Implementing Smart Grid Solutions
In 2006, after a thorough audit of its existing communication capabilities, Great River Energy (GRE) sought to implement an efficient, modern, smart wireless communication infrastructure across its distribution grid. This initiative was aimed at better serving the growing demands on its generating resources, increasing operational efficiencies, and applying a communications infrastructure that ...
In 2006, after a thorough audit of its existing communication capabilities, Great River Energy (GRE) sought to implement an efficient, modern, smart wireless communication infrastructure across its distribution grid. This initiative was aimed at better serving the growing demands on its generating resources, increasing operational efficiencies, and applying a communications infrastructure that would meet the long-term energy needs of both the energy user as well as the generation and transmission (G&T) members.
The communication infrastructure upgrade was a large and sensitive undertaking. As the nation’s fourth largest G&T cooperative with $1.7 billion in assets, GRE identified a great need to ensure a flexible, efficient and secure communication network. GRE has 28 member cooperatives in Minnesota and Wisconsin, distributing electricity to approximately 600,000 homes, businesses, and farms. Not only does GRE serve an extensive customer base, its network covers a vast geographical territory, fraught with significant environmental challenges.
Lots of real estate
The collective participants in the GRE family cover a total of 55,000 square mile, which contains 4,500 miles of transmission lines, 100 transmission substations and 475 distribution substations across rural areas in both states. This large territory frequently faces extreme weather conditions and is covered by rugged terrain. To service customers effectively while continuing to build a user base, the new communication network needed to be secure, efficient and real-time. GRE’s existing communication infrastructure was built several decades ago and relied on aging systems and proprietary networks that were difficult and costly to maintain.
In order to improve the resiliency and security of its dispersed field assets and respond more proactively to customer needs, GRE decided to implement a broadband wireless solution and modernize its infrastructure with smart grid capabilities. This meant that it would no longer have to deploy a new telecom network for each application. Instead, the company could migrate to a converged IP communication network, allowing for a gradual transfer.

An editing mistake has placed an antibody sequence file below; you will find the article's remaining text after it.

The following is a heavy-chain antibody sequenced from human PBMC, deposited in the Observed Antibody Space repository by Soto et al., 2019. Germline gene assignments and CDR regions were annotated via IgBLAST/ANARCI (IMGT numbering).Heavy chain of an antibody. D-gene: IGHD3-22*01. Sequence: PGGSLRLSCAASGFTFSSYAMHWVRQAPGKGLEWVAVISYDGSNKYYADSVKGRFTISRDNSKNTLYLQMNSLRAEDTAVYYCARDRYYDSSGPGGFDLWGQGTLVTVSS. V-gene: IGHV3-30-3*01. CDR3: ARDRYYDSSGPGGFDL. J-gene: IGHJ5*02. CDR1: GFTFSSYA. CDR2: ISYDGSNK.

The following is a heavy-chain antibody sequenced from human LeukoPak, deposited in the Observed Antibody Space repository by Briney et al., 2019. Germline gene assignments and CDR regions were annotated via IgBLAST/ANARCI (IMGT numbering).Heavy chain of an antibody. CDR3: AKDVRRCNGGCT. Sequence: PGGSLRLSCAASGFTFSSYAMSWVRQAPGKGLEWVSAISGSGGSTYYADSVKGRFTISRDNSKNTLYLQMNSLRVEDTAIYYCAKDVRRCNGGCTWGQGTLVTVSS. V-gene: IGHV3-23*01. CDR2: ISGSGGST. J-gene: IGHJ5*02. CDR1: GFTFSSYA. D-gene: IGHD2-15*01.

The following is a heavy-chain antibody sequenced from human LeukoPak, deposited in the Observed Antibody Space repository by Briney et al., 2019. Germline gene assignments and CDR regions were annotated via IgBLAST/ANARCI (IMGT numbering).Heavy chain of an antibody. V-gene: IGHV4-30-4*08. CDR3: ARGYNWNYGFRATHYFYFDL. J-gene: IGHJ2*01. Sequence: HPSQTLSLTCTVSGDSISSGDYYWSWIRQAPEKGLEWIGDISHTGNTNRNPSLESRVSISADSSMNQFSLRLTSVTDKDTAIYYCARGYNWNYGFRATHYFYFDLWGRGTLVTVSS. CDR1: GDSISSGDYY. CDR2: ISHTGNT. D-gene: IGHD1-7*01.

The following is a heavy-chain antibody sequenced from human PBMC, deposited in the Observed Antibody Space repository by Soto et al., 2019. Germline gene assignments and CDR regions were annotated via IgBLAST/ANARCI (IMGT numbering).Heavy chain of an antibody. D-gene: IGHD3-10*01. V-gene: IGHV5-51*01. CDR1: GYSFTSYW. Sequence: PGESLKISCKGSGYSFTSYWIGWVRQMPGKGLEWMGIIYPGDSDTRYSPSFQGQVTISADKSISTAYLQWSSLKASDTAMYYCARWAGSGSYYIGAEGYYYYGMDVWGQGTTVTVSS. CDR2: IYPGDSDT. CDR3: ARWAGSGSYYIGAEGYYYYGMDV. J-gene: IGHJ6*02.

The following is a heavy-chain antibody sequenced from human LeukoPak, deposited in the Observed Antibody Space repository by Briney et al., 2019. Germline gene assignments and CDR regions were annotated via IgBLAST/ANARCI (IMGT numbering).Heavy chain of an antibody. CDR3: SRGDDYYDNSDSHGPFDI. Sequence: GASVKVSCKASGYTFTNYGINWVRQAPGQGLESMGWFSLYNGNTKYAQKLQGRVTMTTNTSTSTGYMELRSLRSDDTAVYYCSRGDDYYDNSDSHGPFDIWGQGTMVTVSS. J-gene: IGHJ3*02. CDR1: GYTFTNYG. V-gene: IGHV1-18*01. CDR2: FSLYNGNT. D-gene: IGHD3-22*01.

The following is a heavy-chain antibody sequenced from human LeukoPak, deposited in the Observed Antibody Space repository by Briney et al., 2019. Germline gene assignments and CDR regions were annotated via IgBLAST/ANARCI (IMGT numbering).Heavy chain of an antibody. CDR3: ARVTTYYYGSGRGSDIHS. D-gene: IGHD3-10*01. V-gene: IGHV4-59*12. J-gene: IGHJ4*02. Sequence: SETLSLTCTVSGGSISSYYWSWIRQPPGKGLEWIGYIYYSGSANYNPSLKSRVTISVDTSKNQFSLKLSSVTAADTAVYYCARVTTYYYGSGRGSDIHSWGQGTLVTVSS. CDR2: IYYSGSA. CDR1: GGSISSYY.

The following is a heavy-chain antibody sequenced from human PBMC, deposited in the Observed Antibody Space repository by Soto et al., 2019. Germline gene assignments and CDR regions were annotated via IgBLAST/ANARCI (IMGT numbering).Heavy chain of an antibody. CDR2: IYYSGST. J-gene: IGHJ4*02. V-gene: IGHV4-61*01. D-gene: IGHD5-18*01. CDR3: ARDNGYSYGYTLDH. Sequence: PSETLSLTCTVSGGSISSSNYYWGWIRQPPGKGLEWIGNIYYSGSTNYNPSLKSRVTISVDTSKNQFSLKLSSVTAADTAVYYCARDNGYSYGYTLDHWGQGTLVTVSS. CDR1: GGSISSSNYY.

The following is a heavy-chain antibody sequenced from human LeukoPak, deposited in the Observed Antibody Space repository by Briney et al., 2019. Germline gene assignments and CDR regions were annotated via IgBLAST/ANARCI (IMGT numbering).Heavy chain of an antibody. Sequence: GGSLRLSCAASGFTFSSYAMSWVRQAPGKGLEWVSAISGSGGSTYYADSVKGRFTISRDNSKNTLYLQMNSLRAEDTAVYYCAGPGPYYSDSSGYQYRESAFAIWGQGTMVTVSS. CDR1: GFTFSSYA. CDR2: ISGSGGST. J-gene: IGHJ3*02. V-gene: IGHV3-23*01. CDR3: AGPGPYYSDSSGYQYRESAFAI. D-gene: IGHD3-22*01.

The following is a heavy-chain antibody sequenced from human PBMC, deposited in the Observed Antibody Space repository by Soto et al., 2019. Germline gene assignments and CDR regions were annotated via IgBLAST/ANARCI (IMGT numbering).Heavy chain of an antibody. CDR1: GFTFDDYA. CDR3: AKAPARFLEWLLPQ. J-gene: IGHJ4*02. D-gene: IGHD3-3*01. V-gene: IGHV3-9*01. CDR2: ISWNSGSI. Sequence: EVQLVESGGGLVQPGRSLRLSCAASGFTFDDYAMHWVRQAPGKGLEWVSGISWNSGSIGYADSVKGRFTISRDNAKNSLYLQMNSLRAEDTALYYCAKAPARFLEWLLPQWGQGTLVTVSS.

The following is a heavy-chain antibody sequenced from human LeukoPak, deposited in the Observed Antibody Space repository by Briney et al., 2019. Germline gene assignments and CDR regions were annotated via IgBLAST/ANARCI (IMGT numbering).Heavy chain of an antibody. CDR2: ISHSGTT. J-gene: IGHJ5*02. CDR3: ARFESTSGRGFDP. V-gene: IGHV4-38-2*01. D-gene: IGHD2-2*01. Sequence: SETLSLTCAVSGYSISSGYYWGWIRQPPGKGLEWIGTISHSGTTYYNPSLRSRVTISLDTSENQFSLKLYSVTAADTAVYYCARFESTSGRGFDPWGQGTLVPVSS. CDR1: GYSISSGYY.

Buy or build?
Traditionally, co-ops have had only two choices when automating their field operations and “virtualizing” field assets: either build their own custom private network or buy network services from a consumer-orientated carrier.
The pros of building your own include the ability to own and control the network, but this approach carries heavy technical and financial risk, including problems of using unlicensed spectrum or obtaining very expensive and limited licensed spectrum. The other option is to buy a service, with its own set of risks and rewards. The benefit is that a co-op can get up and running with a small monthly incremental fee per unit deployed; however they have to surrender control completely to the consumer-oriented carrier. Often this approach has many of the same problems: carriers simply do not provide services in remote and rural areas, nor can they eliminate the hodge-podge of networks required to span multiple carriers through home built systems.
Because the core of all smart grid solutions is a high-performance, secure, private, bi-directional communication system, GRE turned to Arcadian Networks (AN) to provide equipment and services for the project. AN set out to provide the best of both the build and buy scenarios.
AN provides custom, private, wireless broadband service for voice and data. It includes fixed and mobile communications designed to support energy companies, such as oil an gas companies and electric, gas, and water utilities. The company specializes in connecting rural areas that have mission-critical assets beyond the reach of other carriers, solving the last mile challenge.
700 MHz reliability